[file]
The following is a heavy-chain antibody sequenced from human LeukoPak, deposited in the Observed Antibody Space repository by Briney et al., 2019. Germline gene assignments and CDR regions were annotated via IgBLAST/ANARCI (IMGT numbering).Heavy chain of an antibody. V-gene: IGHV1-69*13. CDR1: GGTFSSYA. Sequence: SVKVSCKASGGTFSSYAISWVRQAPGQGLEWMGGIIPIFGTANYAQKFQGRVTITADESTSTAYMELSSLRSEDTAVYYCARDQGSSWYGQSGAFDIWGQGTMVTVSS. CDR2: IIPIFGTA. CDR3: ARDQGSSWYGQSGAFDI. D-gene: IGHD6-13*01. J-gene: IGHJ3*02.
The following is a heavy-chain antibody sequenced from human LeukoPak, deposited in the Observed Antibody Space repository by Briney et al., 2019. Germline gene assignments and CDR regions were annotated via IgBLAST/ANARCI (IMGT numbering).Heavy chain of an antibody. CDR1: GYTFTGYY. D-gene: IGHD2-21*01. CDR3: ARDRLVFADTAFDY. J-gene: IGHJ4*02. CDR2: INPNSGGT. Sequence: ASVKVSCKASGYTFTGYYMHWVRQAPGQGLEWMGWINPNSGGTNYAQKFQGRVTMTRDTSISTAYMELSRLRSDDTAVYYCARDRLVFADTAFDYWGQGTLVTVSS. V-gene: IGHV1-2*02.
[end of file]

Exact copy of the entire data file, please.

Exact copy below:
The following is a heavy-chain antibody sequenced from human LeukoPak, deposited in the Observed Antibody Space repository by Briney et al., 2019. Germline gene assignments and CDR regions were annotated via IgBLAST/ANARCI (IMGT numbering).Heavy chain of an antibody. V-gene: IGHV1-69*13. CDR1: GGTFSSYA. Sequence: SVKVSCKASGGTFSSYAISWVRQAPGQGLEWMGGIIPIFGTANYAQKFQGRVTITADESTSTAYMELSSLRSEDTAVYYCARDQGSSWYGQSGAFDIWGQGTMVTVSS. CDR2: IIPIFGTA. CDR3: ARDQGSSWYGQSGAFDI. D-gene: IGHD6-13*01. J-gene: IGHJ3*02.
The following is a heavy-chain antibody sequenced from human LeukoPak, deposited in the Observed Antibody Space repository by Briney et al., 2019. Germline gene assignments and CDR regions were annotated via IgBLAST/ANARCI (IMGT numbering).Heavy chain of an antibody. CDR1: GYTFTGYY. D-gene: IGHD2-21*01. CDR3: ARDRLVFADTAFDY. J-gene: IGHJ4*02. CDR2: INPNSGGT. Sequence: ASVKVSCKASGYTFTGYYMHWVRQAPGQGLEWMGWINPNSGGTNYAQKFQGRVTMTRDTSISTAYMELSRLRSDDTAVYYCARDRLVFADTAFDYWGQGTLVTVSS. V-gene: IGHV1-2*02.